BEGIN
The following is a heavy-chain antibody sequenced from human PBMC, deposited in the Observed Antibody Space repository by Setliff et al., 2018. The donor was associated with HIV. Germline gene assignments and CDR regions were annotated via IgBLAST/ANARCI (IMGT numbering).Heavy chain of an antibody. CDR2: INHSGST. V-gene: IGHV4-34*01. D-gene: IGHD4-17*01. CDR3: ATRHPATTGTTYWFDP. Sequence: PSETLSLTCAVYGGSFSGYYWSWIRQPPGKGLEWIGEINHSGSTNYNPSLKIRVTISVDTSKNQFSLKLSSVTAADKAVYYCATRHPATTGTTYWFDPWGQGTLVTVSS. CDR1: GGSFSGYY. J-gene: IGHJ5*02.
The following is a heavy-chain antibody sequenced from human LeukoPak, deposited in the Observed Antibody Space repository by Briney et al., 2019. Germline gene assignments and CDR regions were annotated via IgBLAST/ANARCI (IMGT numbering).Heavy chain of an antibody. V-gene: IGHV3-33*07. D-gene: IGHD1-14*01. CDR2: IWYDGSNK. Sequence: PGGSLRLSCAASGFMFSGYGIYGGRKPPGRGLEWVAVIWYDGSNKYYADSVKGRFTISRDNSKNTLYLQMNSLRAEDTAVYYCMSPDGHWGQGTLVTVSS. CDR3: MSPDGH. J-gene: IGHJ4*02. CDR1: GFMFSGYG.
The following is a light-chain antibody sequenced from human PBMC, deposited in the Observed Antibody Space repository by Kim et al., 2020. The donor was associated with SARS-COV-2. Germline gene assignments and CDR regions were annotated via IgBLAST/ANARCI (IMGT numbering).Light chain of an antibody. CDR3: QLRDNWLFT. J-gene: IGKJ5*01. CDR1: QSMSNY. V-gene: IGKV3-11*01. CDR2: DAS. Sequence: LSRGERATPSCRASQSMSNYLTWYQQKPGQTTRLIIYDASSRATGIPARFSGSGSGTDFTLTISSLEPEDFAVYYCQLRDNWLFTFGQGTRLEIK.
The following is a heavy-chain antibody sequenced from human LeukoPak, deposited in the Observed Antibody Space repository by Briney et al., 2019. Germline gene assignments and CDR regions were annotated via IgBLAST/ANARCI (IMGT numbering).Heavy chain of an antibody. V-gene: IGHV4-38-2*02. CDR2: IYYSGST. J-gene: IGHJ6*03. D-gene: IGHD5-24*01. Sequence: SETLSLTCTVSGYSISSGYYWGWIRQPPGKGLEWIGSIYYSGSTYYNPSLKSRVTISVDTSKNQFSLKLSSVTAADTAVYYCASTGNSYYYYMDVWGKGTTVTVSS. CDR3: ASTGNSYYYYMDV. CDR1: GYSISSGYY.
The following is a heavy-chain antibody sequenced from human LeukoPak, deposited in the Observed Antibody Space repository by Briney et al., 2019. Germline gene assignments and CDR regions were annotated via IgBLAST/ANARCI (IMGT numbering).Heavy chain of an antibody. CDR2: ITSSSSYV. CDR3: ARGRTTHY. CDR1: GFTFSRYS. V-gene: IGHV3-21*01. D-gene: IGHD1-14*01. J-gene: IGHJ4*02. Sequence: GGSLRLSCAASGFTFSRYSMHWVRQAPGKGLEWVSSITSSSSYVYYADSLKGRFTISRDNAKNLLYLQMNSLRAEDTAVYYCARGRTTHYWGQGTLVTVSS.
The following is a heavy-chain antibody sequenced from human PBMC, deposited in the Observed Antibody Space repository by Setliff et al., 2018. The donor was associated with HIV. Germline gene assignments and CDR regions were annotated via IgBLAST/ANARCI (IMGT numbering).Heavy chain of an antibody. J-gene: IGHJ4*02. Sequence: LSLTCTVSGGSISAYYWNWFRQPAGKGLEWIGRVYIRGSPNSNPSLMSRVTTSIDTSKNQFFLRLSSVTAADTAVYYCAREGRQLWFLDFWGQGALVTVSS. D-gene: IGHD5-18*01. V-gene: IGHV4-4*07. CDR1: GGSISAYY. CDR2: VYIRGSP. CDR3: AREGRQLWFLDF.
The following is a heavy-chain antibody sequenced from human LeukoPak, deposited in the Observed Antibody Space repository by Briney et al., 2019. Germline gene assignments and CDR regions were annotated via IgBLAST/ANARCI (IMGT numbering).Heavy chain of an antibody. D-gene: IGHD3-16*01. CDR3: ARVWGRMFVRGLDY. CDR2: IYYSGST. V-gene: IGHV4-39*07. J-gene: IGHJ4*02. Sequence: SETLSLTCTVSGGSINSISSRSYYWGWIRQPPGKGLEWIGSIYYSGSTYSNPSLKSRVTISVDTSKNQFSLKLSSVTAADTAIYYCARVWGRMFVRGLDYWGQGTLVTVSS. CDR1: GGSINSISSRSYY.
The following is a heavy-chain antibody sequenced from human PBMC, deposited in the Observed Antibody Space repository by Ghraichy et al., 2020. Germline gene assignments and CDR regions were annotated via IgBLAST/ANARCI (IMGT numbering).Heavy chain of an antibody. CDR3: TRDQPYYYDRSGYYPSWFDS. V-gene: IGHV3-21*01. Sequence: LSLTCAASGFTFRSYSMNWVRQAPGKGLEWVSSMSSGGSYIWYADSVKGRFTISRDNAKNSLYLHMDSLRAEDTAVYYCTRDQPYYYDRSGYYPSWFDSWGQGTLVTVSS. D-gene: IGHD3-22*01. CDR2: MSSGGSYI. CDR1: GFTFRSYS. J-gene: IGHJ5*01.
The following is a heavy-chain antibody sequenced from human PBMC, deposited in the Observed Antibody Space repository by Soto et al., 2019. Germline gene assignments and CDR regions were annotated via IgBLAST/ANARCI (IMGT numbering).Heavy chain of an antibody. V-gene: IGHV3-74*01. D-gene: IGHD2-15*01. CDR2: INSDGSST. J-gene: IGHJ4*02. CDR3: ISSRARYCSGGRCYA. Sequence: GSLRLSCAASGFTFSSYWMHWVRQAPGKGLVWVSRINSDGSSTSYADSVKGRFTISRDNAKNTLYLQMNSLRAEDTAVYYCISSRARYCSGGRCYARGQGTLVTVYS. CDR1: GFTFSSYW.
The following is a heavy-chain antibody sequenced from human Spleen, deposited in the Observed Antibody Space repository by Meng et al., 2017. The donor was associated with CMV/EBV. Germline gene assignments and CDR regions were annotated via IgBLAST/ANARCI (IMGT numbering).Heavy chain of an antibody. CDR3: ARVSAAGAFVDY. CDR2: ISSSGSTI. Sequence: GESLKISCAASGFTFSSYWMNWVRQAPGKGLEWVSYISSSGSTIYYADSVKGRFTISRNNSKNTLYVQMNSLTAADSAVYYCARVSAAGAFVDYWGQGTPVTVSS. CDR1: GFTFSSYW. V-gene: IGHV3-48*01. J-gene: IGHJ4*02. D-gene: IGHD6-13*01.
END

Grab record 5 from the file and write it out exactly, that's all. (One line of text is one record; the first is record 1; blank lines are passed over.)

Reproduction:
The following is a heavy-chain antibody sequenced from human LeukoPak, deposited in the Observed Antibody Space repository by Briney et al., 2019. Germline gene assignments and CDR regions were annotated via IgBLAST/ANARCI (IMGT numbering).Heavy chain of an antibody. CDR2: ITSSSSYV. CDR3: ARGRTTHY. CDR1: GFTFSRYS. V-gene: IGHV3-21*01. D-gene: IGHD1-14*01. J-gene: IGHJ4*02. Sequence: GGSLRLSCAASGFTFSRYSMHWVRQAPGKGLEWVSSITSSSSYVYYADSLKGRFTISRDNAKNLLYLQMNSLRAEDTAVYYCARGRTTHYWGQGTLVTVSS.